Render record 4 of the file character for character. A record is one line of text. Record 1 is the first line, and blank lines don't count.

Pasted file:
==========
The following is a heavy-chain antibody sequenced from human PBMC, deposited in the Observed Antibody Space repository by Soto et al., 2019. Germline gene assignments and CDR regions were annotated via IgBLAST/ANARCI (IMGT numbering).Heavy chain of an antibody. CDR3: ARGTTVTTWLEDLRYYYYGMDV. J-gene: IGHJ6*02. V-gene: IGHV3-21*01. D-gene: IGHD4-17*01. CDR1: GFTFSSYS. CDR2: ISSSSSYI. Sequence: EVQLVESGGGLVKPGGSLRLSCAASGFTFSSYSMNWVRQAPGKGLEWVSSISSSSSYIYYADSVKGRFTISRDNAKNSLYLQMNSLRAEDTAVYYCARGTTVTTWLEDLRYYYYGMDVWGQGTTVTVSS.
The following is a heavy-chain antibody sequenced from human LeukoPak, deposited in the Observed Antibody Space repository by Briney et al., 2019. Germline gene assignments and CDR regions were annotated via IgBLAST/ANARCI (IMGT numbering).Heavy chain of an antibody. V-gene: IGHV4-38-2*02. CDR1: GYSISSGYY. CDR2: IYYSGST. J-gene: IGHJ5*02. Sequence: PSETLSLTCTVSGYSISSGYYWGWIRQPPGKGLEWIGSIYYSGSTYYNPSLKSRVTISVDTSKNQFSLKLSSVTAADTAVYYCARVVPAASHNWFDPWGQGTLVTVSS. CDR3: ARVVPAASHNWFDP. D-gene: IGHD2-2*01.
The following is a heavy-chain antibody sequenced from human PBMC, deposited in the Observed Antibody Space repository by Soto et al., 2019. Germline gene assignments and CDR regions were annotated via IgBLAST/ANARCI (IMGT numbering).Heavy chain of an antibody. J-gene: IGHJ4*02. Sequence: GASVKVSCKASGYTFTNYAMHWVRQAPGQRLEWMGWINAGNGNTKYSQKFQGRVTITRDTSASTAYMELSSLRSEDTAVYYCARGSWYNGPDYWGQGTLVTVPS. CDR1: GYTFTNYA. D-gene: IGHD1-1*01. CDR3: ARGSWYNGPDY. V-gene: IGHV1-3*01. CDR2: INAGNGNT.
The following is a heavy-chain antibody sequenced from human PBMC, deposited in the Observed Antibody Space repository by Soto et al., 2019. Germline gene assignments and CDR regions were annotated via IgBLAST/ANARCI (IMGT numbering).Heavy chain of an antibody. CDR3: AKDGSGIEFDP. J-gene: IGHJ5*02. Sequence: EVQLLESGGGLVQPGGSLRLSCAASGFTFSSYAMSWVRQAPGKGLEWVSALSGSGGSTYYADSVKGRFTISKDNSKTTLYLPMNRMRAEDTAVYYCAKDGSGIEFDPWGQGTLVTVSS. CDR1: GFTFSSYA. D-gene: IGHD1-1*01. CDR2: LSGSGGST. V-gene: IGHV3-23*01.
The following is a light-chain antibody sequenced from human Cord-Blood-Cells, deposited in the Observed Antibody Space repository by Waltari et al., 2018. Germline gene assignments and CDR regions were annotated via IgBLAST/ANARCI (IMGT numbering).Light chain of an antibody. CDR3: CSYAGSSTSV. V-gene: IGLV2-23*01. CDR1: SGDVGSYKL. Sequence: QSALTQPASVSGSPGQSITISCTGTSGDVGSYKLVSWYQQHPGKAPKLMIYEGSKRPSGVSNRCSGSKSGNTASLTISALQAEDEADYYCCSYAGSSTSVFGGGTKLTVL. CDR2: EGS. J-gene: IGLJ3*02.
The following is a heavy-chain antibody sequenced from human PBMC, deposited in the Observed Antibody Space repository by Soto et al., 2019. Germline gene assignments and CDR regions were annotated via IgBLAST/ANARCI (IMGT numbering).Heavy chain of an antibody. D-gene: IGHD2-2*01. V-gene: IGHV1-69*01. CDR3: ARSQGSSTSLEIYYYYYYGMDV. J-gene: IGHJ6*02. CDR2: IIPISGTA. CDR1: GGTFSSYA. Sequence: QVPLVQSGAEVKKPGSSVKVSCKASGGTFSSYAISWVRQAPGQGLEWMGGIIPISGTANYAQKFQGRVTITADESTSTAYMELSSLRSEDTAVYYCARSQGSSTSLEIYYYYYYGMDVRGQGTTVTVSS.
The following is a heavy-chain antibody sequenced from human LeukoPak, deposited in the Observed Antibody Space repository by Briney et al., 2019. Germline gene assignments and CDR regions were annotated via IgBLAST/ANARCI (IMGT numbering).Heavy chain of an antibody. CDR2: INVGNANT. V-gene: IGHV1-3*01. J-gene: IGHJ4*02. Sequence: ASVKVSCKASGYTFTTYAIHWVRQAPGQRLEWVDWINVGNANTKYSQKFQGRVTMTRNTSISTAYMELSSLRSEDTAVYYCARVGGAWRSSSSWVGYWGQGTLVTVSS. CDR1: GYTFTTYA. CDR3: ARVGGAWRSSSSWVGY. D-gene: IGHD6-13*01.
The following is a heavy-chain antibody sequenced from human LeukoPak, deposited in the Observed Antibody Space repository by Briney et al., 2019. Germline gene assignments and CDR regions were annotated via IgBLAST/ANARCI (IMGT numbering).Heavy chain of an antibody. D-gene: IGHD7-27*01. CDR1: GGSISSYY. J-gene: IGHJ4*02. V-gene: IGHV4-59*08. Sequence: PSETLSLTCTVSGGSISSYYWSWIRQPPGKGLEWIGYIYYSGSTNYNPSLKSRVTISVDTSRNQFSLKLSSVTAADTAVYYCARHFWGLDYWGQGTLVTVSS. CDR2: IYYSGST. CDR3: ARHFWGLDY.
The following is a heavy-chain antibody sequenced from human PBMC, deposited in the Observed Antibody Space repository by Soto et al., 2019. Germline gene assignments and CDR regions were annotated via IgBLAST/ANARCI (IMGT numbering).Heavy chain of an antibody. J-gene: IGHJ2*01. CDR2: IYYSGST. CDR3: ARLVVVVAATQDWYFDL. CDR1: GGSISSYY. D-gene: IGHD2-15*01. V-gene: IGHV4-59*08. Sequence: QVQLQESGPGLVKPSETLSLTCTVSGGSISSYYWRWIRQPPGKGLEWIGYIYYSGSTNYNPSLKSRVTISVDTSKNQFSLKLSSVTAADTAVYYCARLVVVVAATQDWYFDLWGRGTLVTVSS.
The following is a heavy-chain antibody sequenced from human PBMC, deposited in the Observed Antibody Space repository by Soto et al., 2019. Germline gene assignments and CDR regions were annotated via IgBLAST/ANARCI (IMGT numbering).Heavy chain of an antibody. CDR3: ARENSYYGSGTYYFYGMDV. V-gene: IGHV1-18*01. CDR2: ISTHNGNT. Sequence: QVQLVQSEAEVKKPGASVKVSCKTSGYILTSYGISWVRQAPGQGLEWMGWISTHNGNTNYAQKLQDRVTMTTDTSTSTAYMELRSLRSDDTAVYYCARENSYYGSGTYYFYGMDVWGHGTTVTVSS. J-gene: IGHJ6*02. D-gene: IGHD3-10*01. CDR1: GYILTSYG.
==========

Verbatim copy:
The following is a heavy-chain antibody sequenced from human PBMC, deposited in the Observed Antibody Space repository by Soto et al., 2019. Germline gene assignments and CDR regions were annotated via IgBLAST/ANARCI (IMGT numbering).Heavy chain of an antibody. CDR3: AKDGSGIEFDP. J-gene: IGHJ5*02. Sequence: EVQLLESGGGLVQPGGSLRLSCAASGFTFSSYAMSWVRQAPGKGLEWVSALSGSGGSTYYADSVKGRFTISKDNSKTTLYLPMNRMRAEDTAVYYCAKDGSGIEFDPWGQGTLVTVSS. CDR1: GFTFSSYA. D-gene: IGHD1-1*01. CDR2: LSGSGGST. V-gene: IGHV3-23*01.